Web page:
Doing so could give Democrats time to get more of Biden’s nominations confirmed, and Sen. Chris CoonsChris Andrew CoonsBipartisan group of senators introduces bill to rein in Biden's war powers Democrats worry Senate will be graveyard for Biden agenda Khashoggi fiancée: Not punishing Saudi crown prince would be 'stain on our humanity' MORE (D-Del.), a top Biden ally, said on CNN Thursday that he’d be willing to see the trial delayed to get more nominations done.

Once an impeachment trial starts, it’s expected to sideline anything else in the Senate. 

Democrats and Biden have floated the idea that the Senate could vote on nominations and legislation in the morning and then conduct Trump’s historic second trial in the afternoon.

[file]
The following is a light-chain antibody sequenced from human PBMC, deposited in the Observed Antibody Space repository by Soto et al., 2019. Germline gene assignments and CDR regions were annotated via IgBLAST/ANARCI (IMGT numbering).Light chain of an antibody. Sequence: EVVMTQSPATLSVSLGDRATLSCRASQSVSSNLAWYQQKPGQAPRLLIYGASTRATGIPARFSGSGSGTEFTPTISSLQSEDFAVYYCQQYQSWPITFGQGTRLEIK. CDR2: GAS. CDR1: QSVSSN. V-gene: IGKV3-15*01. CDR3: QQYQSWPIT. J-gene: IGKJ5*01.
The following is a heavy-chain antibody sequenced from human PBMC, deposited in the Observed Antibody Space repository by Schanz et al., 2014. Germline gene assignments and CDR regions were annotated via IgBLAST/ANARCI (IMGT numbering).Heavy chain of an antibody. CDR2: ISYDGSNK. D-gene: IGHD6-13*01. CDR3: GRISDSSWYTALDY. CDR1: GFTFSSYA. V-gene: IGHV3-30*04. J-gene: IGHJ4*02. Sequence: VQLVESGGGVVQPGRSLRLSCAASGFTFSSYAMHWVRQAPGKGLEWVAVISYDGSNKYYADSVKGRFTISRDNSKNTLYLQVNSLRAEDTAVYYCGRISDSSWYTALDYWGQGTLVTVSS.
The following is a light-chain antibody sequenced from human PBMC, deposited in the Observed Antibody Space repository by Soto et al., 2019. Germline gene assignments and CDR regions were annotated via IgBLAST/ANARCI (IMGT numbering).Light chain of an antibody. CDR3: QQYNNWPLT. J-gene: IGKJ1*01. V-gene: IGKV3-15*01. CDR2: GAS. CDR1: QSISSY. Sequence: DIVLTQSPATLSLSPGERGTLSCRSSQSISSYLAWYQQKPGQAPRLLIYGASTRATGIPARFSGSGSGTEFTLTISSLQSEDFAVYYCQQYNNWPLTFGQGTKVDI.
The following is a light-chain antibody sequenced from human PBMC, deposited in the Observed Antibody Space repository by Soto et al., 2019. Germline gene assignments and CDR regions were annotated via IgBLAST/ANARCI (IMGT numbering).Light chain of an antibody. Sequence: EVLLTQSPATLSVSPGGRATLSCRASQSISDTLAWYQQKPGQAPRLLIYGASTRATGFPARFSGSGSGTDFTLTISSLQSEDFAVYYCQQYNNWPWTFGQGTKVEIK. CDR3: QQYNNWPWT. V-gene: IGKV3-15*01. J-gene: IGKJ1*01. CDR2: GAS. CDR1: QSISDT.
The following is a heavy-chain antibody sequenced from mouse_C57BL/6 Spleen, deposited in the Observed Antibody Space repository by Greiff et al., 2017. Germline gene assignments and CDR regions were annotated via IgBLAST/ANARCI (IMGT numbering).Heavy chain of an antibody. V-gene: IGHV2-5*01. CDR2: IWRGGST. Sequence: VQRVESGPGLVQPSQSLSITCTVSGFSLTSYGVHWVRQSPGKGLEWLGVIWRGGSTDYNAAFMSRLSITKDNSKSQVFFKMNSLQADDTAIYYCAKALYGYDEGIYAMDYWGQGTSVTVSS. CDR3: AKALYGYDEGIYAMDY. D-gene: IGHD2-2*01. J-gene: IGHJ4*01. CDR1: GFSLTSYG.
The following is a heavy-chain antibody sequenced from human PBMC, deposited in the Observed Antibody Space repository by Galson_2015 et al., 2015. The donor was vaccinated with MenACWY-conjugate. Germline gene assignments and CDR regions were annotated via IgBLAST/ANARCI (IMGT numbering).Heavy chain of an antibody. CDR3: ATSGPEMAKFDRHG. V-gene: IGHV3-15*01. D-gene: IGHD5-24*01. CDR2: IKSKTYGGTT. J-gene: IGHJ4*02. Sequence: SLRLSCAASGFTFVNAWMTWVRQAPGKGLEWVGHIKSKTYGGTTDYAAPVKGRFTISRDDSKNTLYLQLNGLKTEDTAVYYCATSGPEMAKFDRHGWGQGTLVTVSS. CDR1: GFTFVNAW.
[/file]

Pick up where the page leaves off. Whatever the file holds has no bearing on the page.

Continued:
But Republicans have shot that down, saying Democrats must choose between trying to get more of Biden’s nominations confirmed or holding an impeachment trial. 

“They have a decision to make. We can’t make that for them,” said Sen. Mike RoundsMike RoundsIndigenous groups post billboards urging senators to confirm Deb Haaland Powell pushes back on GOP inflation fears Overnight Health Care: US surpasses half a million COVID deaths | House panel advances Biden's .9T COVID-19 aid bill | Johnson & Johnson ready to provide doses for 20M Americans by end of March MORE (R-S.D.). 

Biden could only get two nominations confirmed this week: Avril Haines as director of national intelligence and former Gen. Lloyd AustinLloyd AustinOvernight Defense: Capitol Police may ask National Guard to stay | Biden's Pentagon policy nominee faces criticism | Naval Academy midshipmen moved to hotels Biden called off second military target in Syria minutes before strike: report Republicans blast Pentagon policy nominee over tweets, Iran nuclear deal MORE, who the Senate is expected to confirm on Friday, as defense secretary.